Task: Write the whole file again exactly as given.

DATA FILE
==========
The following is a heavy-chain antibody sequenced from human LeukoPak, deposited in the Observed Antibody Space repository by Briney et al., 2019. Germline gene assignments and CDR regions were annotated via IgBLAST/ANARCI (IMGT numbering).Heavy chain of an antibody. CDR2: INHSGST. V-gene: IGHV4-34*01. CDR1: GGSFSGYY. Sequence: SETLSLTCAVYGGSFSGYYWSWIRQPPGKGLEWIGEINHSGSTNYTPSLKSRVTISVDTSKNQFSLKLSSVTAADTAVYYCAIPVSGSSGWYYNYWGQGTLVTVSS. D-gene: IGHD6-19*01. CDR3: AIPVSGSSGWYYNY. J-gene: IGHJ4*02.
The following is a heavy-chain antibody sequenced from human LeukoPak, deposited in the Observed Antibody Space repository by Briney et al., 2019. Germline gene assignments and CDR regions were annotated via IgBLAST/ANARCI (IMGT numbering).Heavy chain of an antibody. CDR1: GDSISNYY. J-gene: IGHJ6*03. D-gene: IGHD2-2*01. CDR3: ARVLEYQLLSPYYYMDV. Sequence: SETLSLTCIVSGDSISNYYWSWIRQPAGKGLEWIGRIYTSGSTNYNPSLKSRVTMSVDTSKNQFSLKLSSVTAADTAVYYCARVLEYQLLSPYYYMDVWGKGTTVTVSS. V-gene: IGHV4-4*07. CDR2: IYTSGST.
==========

The following is a heavy-chain antibody sequenced from human LeukoPak, deposited in the Observed Antibody Space repository by Briney et al., 2019. Germline gene assignments and CDR regions were annotated via IgBLAST/ANARCI (IMGT numbering).Heavy chain of an antibody. CDR2: INHSGST. V-gene: IGHV4-34*01. CDR1: GGSFSGYY. Sequence: SETLSLTCAVYGGSFSGYYWSWIRQPPGKGLEWIGEINHSGSTNYTPSLKSRVTISVDTSKNQFSLKLSSVTAADTAVYYCAIPVSGSSGWYYNYWGQGTLVTVSS. D-gene: IGHD6-19*01. CDR3: AIPVSGSSGWYYNY. J-gene: IGHJ4*02.
The following is a heavy-chain antibody sequenced from human LeukoPak, deposited in the Observed Antibody Space repository by Briney et al., 2019. Germline gene assignments and CDR regions were annotated via IgBLAST/ANARCI (IMGT numbering).Heavy chain of an antibody. CDR1: GDSISNYY. J-gene: IGHJ6*03. D-gene: IGHD2-2*01. CDR3: ARVLEYQLLSPYYYMDV. Sequence: SETLSLTCIVSGDSISNYYWSWIRQPAGKGLEWIGRIYTSGSTNYNPSLKSRVTMSVDTSKNQFSLKLSSVTAADTAVYYCARVLEYQLLSPYYYMDVWGKGTTVTVSS. V-gene: IGHV4-4*07. CDR2: IYTSGST.